I Stopped Using Facebook, Here Are 13 Reasons Why

Facebook was making my life suck, so I had to stop using.

I stopped using Facebook before it was cool.

Facebook changed the internet when it first came out, but it quickly turned into something that made the internet worse. I stopped using Facebook when I realized how much it was manipulating me and what it was leading to.

These days lots of people are signing off Facebook forever, but they aren’t quitting social media; instead, they are just moving to another platform.

If you are curious about why someone would quit Facebook, check out the reasons why I decided to say goodbye.

1) I Was Wasting My Time

The biggest reason why I stopped using Facebook was that it was wasting my time. Unmistakably it is up to me to control where my time goes, but with Facebook, it was so easy to stare and scroll for half an hour without even noticing what I was doing. On top of this, often, I’d go onto my phone to check a message or email, and I’d see a notification from the Facebook app and would get pulled in.

Wasting time on Facebook is pretty much a given; the app is designed to distract us and keep us using it no matter what. Besides, there is so much content that you can keep on scrolling through it even after you’ve done what you needed to do. Along with the obvious distractions, games and apps within Facebook used to be time sucks on their own, so in a way, there were distractions within distractions.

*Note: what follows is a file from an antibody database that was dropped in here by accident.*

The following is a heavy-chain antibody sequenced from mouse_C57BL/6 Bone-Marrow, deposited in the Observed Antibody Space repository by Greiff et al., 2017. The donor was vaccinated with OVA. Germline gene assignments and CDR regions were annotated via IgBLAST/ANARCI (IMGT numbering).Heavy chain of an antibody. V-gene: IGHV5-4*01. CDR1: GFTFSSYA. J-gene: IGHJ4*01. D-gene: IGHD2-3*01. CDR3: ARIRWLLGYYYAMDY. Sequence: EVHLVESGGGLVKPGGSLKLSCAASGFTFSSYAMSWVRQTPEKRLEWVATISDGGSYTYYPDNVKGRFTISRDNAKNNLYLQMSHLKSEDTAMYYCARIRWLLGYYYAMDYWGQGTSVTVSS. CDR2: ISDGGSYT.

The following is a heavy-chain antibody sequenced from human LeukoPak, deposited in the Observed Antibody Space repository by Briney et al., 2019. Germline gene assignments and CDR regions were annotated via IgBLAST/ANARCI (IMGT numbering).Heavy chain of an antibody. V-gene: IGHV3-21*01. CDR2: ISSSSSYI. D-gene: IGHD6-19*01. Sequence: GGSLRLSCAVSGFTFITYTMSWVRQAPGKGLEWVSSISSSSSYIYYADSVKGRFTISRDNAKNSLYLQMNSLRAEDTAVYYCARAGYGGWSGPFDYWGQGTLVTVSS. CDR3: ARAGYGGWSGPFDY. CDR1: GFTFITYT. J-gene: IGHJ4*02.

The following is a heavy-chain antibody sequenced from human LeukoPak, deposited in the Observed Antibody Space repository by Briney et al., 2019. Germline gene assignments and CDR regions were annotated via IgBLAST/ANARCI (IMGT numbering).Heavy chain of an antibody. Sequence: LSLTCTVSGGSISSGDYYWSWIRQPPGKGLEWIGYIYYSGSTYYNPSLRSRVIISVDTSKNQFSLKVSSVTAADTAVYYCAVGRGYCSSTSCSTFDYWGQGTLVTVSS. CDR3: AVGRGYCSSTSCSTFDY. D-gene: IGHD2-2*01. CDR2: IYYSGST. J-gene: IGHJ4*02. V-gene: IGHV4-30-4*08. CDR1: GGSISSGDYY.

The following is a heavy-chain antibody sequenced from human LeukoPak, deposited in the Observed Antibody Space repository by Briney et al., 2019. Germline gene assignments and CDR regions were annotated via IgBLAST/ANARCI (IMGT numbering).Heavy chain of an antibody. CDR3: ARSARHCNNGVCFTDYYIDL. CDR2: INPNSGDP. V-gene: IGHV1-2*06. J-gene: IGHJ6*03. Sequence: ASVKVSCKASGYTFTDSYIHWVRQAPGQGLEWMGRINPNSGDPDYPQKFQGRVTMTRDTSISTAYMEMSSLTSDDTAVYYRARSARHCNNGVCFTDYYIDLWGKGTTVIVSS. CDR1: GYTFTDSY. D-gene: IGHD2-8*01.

Once I stopped using Facebook, I noticed that I had much more time on my hands, but I also had to be careful that I didn’t let that time go to waste on another social media app. But once I stopped wasting my time, it was easier to go to bed at a decent time, and I didn’t perpetually have distractions to keep me from the work I needed to get finished.

2) I Got Into Stupid Arguments

Everyone on Facebook has an opinion about everything, so there is always lots of back and forth about topics. When I was younger, I always wanted to correct the record on things that I knew were wrong, so I’d state my opinion and get into debates with anyone who would allow it. Although at times, it was fun, it was mostly a waste of time.

If I’ve learnt anything with age, it is that most people are wrong most of the time, but there is nothing I or anyone else can do about that so it is best to let go. While this is a somewhat depressing discovery, it is also freeing because if you know you can’t change people’s minds, you won’t waste your time trying to do it.


The thing about arguments and debates on Facebook is that they are mostly based on overly simplistic framings of issues. Generally speaking, people want to do good, but when an issue is framed in a misleading way, it creates debate where there wouldn’t be disagreement in real life. The sorts of stupid arguments that happen on Facebook aren’t any different from those that occur in other places online, but what is different is the ease of use that Facebook creates.

An important reason why I stopped using Facebook was that I got into too many stupid arguments, which often left me more frustrated than satisfied.

3) I Was Keeping Up With People I Didn’t Know Anymore